An RFT Technical Analysis of Human Psychological Events

A growing number of recent experimental and conceptual analyses in RFT have focused on a framework that proposes five key levels of relational development; (i) mutual entailing, (ii) relational framing, (iii) relational networking, (iv) relating relations, and (v) relating relational networks. These five levels of relational activity are seen as intersecting with four dimensions that target key variables that may be manipulated in exploring the dynamic nature of arbitrarily applicable relational responding (AARR; the generic concept used in RFT to define human language and cognition itself). The four dimensions are coherence, complexity, derivation, and flexibility. Coherence refers to the extent to which a pattern of derived relational responding coheres or is consistent with previously established patterns of such responding. Complexity refers to the level of detail or density of a particular pattern of derived relational responding. Derivation refers to the extent to which a particular pattern of derived relational responding has been “practiced” or emitted in the past. Flexibility refers to the extent to which a given instance of derived relational responding may be modified by contextual variables.

The intersections between the levels of relational development and the four dimensions yield 20 units of analysis, thus producing a hyper-dimensional multi-level (HDML) framework (see Figure 1). The Figure also illustrates a general concept that emerges from the framework, referred to as the ROE-M (pronounced “roam”), which provides a way of conceptualizing human psychological events as they unfold in real time (see Harte & Barnes-Holmes, in press, for a detailed treatment). Specifically, each cell of the HDML contains an inverted ‘T’ with a third dashed line. This symbol represents orienting and evoking functions, and the impact of motivating variables, that may occur within each of the 20 units of relating. Orienting refers to the extent to which a stimulating event is noticed or “stands out” in the wider context. Conceptually, orienting within the HDML is seen as lying on a continuum, on the vertical axis, from complete absence (0) to strongest orienting response possible (1). Evoking refers to the extent to which a stimulating event is deemed to be appetitive versus aversive. Evoking is also seen as lying on a continuum, on the horizontal axis, from the strongest aversive response possible (-1) to the strongest appetitive response possible (+1) with 0 representing the absence of either an aversive or appetitive reaction. Motivating is represented with the broken line, which is scaled from 0 to 1, indicating the putative strength of motivational variables, which interact with orienting and/or evoking functions, and indeed relating, in a dynamical manner (see below). The core or fundamental unit of analysis for AARR is thus defined as relating, orienting, and evoking within a given motivational context. The unit is summarized with the acronym, ROE-M.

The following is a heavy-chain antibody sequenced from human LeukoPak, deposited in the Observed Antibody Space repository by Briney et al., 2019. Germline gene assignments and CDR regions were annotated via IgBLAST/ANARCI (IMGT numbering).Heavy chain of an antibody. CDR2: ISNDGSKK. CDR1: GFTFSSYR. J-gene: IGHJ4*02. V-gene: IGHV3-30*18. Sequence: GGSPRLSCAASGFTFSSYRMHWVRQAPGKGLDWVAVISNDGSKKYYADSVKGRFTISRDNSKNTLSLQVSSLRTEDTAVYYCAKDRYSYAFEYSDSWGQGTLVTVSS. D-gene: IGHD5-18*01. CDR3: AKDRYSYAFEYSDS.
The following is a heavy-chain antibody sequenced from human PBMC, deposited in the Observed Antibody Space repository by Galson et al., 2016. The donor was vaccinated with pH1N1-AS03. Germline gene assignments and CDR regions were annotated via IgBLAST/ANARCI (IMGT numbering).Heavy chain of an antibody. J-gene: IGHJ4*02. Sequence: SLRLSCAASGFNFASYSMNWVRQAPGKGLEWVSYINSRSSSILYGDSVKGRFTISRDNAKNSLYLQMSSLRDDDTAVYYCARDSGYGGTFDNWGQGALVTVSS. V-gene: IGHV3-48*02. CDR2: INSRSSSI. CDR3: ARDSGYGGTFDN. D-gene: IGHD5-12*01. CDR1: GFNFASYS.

As an aside, in RFT, all instances of relating are controlled by specific contextual cues (i.e., Crels) and the psychological functions that are actualized by such relating are controlled by other cues (i.e., Cfuncs). When we refer below to Crel properties this indicates the relational nature of an event (e.g., the word “apple” coordinates with an actual apple), whereas reference to Cfunc properties indicates the psychological reaction to the event (e.g., the word apple may evoke some of the appetitive properties of an actual apple).

Figure 1. A visual representation of the HDML

Note. 20 intersections between the five levels and four dimensions of the arbitrarily applicable relational responding, combined with orienting and evoking functions, and motivating variables. Note that motivating is represented by a broken line because its impact is inferred based on changes in orienting and evoking functions. Overall, this figure aims to capture the dynamic nature of AARR (i.e., relating, orienting, evoking, and motivating; the ROE-M).